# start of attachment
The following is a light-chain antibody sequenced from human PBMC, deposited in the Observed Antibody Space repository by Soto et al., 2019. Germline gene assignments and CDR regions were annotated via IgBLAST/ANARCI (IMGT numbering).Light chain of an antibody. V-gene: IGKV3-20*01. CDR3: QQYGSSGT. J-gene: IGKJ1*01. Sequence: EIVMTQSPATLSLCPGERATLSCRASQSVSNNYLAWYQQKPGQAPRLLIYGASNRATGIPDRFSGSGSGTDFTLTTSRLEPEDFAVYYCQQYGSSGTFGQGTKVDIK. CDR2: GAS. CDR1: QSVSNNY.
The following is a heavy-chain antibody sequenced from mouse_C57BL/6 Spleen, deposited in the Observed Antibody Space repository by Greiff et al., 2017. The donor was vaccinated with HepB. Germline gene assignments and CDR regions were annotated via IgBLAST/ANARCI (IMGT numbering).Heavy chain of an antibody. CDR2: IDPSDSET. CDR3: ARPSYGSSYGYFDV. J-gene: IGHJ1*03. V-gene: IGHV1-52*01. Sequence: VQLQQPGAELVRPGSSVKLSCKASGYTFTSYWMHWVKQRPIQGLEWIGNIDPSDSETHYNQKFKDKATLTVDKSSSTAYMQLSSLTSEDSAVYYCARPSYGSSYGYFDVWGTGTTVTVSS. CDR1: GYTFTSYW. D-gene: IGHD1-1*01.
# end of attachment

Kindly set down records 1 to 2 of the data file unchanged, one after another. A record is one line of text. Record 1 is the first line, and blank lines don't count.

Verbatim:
The following is a light-chain antibody sequenced from human PBMC, deposited in the Observed Antibody Space repository by Soto et al., 2019. Germline gene assignments and CDR regions were annotated via IgBLAST/ANARCI (IMGT numbering).Light chain of an antibody. V-gene: IGKV3-20*01. CDR3: QQYGSSGT. J-gene: IGKJ1*01. Sequence: EIVMTQSPATLSLCPGERATLSCRASQSVSNNYLAWYQQKPGQAPRLLIYGASNRATGIPDRFSGSGSGTDFTLTTSRLEPEDFAVYYCQQYGSSGTFGQGTKVDIK. CDR2: GAS. CDR1: QSVSNNY.
The following is a heavy-chain antibody sequenced from mouse_C57BL/6 Spleen, deposited in the Observed Antibody Space repository by Greiff et al., 2017. The donor was vaccinated with HepB. Germline gene assignments and CDR regions were annotated via IgBLAST/ANARCI (IMGT numbering).Heavy chain of an antibody. CDR2: IDPSDSET. CDR3: ARPSYGSSYGYFDV. J-gene: IGHJ1*03. V-gene: IGHV1-52*01. Sequence: VQLQQPGAELVRPGSSVKLSCKASGYTFTSYWMHWVKQRPIQGLEWIGNIDPSDSETHYNQKFKDKATLTVDKSSSTAYMQLSSLTSEDSAVYYCARPSYGSSYGYFDVWGTGTTVTVSS. CDR1: GYTFTSYW. D-gene: IGHD1-1*01.